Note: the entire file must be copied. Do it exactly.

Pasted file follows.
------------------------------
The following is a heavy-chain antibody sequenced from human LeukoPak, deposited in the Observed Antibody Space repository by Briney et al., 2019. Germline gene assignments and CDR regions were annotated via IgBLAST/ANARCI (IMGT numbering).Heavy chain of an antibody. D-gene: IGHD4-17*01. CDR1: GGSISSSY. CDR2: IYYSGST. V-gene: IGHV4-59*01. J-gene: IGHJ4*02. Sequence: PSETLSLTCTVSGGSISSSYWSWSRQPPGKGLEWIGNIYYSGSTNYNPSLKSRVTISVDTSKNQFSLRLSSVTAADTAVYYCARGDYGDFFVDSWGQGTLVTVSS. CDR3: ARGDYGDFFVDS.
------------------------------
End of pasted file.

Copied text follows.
The following is a heavy-chain antibody sequenced from human LeukoPak, deposited in the Observed Antibody Space repository by Briney et al., 2019. Germline gene assignments and CDR regions were annotated via IgBLAST/ANARCI (IMGT numbering).Heavy chain of an antibody. D-gene: IGHD4-17*01. CDR1: GGSISSSY. CDR2: IYYSGST. V-gene: IGHV4-59*01. J-gene: IGHJ4*02. Sequence: PSETLSLTCTVSGGSISSSYWSWSRQPPGKGLEWIGNIYYSGSTNYNPSLKSRVTISVDTSKNQFSLRLSSVTAADTAVYYCARGDYGDFFVDSWGQGTLVTVSS. CDR3: ARGDYGDFFVDS.